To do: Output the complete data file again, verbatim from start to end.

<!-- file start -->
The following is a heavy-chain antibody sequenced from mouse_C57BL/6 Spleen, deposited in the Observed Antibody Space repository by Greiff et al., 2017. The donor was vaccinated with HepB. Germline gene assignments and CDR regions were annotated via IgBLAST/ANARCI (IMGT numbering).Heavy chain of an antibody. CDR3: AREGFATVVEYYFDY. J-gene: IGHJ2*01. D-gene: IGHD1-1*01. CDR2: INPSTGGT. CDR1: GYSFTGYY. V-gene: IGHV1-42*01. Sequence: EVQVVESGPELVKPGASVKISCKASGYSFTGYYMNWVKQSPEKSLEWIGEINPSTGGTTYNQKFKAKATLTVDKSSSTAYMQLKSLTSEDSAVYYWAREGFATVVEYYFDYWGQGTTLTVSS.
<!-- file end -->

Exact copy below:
The following is a heavy-chain antibody sequenced from mouse_C57BL/6 Spleen, deposited in the Observed Antibody Space repository by Greiff et al., 2017. The donor was vaccinated with HepB. Germline gene assignments and CDR regions were annotated via IgBLAST/ANARCI (IMGT numbering).Heavy chain of an antibody. CDR3: AREGFATVVEYYFDY. J-gene: IGHJ2*01. D-gene: IGHD1-1*01. CDR2: INPSTGGT. CDR1: GYSFTGYY. V-gene: IGHV1-42*01. Sequence: EVQVVESGPELVKPGASVKISCKASGYSFTGYYMNWVKQSPEKSLEWIGEINPSTGGTTYNQKFKAKATLTVDKSSSTAYMQLKSLTSEDSAVYYWAREGFATVVEYYFDYWGQGTTLTVSS.